PITTSFIELD — She held leadership roles in the Berkshire Jewish community when women didn’t normally serve in those positions. And, in later years, she acted as a trusted adviser to those who came after her.
Rhoda Kaminstein, of Pittsfield, who served as both president and executive director of the Jewish Federation of the Berkshires in the 1980s and also held several other prominent positions in her faith community, died peacefully in Pittsfield on Wednesday at 92.
Kaminstein, who had lived in the Berkshires since 1965, also served as president of Temple Anshe Amunim in Pittsfield twice, including a stint as the temple’s first female president from 1993-1997, and headed the Berkshire County chapter of Hadassah, an American Jewish Volunteer Women’s Organization.
“She was really the ideal kind of volunteer person who never said no,” said Judy Cook of Pittsfield, who served with Kaminstein on several committees. “When we needed a good resource, we could always count on Rhoda, because she had so much history.”
Dara Kaufman, the current executive director of the Jewish Federation of the Berkshires, which is based in Pittsfield, said Kaminstein was always available to help anyone who needed assistance.
“Throughout the years she continued to reach out to me personally and continued to be a source of advice, and a mentor, and show an interest in and support the activities of the Jewish community through the federation and Anshe Amunim, which was her home temple,” said Kaufman, who has served as the federation’s executive director since 2013. “Right up to probably a year ago, I continued to have conversations with her on the phone.
“She was smart. She was thoughtful,” Kaufman said. “I always felt that she was very observant. She picked up on many nuances and had a really great way of sharing her thoughts with people. She had strong opinions, but she had a great way of sharing her thoughts with people so they could be heard. She always thought in a big picture kind of way in our conversations.”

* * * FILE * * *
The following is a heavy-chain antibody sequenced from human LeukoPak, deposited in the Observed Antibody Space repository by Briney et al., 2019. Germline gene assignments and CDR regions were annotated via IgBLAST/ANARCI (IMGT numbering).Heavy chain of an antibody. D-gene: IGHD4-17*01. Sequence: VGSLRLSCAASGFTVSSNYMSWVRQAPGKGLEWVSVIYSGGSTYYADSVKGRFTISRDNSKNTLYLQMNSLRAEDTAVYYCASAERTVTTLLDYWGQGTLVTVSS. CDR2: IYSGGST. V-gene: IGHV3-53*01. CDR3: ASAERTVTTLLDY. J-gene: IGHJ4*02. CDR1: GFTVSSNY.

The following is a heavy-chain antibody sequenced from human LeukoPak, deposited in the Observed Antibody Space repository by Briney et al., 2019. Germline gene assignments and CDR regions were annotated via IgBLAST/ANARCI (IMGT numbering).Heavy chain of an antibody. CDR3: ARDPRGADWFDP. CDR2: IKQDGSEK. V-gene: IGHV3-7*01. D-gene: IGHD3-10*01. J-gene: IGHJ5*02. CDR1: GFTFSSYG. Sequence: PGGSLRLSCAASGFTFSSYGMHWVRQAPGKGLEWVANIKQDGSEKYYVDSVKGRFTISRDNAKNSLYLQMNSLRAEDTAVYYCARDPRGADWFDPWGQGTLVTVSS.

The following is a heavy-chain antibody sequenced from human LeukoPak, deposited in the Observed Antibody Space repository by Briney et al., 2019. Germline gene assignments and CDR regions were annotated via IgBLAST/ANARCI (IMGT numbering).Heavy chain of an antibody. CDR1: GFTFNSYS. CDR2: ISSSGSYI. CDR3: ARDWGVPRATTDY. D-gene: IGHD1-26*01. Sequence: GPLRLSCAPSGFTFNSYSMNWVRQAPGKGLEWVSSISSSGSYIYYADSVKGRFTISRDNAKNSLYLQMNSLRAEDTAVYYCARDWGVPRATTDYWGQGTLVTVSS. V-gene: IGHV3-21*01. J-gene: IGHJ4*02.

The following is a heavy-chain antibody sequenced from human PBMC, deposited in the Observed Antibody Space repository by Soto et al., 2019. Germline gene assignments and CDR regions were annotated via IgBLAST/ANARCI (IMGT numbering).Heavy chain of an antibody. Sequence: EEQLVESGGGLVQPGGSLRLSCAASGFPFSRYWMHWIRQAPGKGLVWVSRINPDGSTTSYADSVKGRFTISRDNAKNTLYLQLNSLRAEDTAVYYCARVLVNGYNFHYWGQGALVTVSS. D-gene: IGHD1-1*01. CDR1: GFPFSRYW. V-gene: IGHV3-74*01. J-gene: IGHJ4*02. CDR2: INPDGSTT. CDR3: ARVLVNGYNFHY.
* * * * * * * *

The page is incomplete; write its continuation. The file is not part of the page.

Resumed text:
Born on May 2, 1929 in Ithaca, N.Y., Kaminstein worked for IBM first in the Binghamton area, then in New York City, before coming to the Berkshires. Her late husband, Philip, who died in 2019, worked at Berkshire Farm in Canaan, N.Y., and the couple met after a mutual friend set them up while she was living in New York City. The Kaminsteins, who were married for 54 years, came to Pittsfield after they married in 1965. They enjoyed traveling and collecting paperweights from their many journeys, which included sojourns to Israel, London and several U.S. National Parks.
Rhoda Kaminstein became involved in local Jewish communal affairs shortly after arriving in the Berkshires. She had served as president of Pittsfield’s chapter of Hadassah, and Temple Anshe Amunim Sisterhood, as vice president of the Western New England Region of Hadassah and had chaired the women’s division of the Jewish Welfare Fund Campaign before being named interim executive director of the Jewish Federation of the Berkshires in 1981 after her predecessor left after only six months on the job, according to Eagle files. She later received the job on a permanent basis, and served in that position until 1989.
“I think she had a very strong sense of community,” said her son, Daniel, who grew up in Pittsfield, and now lives in Allentown, N.J. “She liked to give back not just in the temple community but in the community at large.”
After retiring, Kaminstein served as a volunteer at Arrowhead, Moby-Dick author Herman Melville’s historic home in Pittsfield, which also serves as the headquarters of the Berkshire County Historical Society. When Kaminstein wasn’t serving in the community, she enjoyed playing mahjong with friends.
“It kept her active,” Daniel said. “She wasn’t one to just sit around the house.”
“She was just an amazing woman,” said Alba Passarini of Lenox, who also served with Kaminstein on various committees. “She always spoke her mind and she would tell you that. If she didn’t like something she would be the first to tell you ... She always took a leadership role and people respected her because she always did her research. When she took a position it was always very fair because she would look at both sides. If you could convince her she was wrong she would switch.”
In the 1990s, Kaminstein also played a prominent role in helping the federation assist Jewish residents of the former Soviet Union to resettle in the Berkshires, according to friends.
“We did more than most of the big federations did,” said Ellen Masters of Pittsfield, who worked with Kaminstein on that project. “Nothing was daunting to her. She never shied away from anything.”
Kaminstein came from a long line of strong women. Her mother, Belle Silverstein, lived to 106. According to an article written for Temple Anshe Amunim, her grandmother once thwarted a burglar in Syracuse, N.Y., who tried to steal her ring during a series of purse snatchings in that city. Her grandmother was willing to give up her purse, but when she yelled loudly “don’t take my ring” the thief reportedly ran away.
Kaminstein is survived by her son, his wife Wendy, their children, Stephanie and Matthew, her sister-in-law Carole, two nephews, three grand-nieces and a grand-nephew.